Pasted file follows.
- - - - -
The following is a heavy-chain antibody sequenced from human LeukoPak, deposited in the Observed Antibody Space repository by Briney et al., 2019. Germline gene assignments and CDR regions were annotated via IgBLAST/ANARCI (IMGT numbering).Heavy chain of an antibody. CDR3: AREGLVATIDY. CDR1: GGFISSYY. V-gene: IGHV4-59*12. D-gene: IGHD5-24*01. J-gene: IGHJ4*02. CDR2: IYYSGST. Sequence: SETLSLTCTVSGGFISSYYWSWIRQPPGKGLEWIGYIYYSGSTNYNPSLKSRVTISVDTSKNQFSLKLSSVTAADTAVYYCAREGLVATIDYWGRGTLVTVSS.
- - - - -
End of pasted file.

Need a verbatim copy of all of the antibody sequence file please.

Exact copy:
The following is a heavy-chain antibody sequenced from human LeukoPak, deposited in the Observed Antibody Space repository by Briney et al., 2019. Germline gene assignments and CDR regions were annotated via IgBLAST/ANARCI (IMGT numbering).Heavy chain of an antibody. CDR3: AREGLVATIDY. CDR1: GGFISSYY. V-gene: IGHV4-59*12. D-gene: IGHD5-24*01. J-gene: IGHJ4*02. CDR2: IYYSGST. Sequence: SETLSLTCTVSGGFISSYYWSWIRQPPGKGLEWIGYIYYSGSTNYNPSLKSRVTISVDTSKNQFSLKLSSVTAADTAVYYCAREGLVATIDYWGRGTLVTVSS.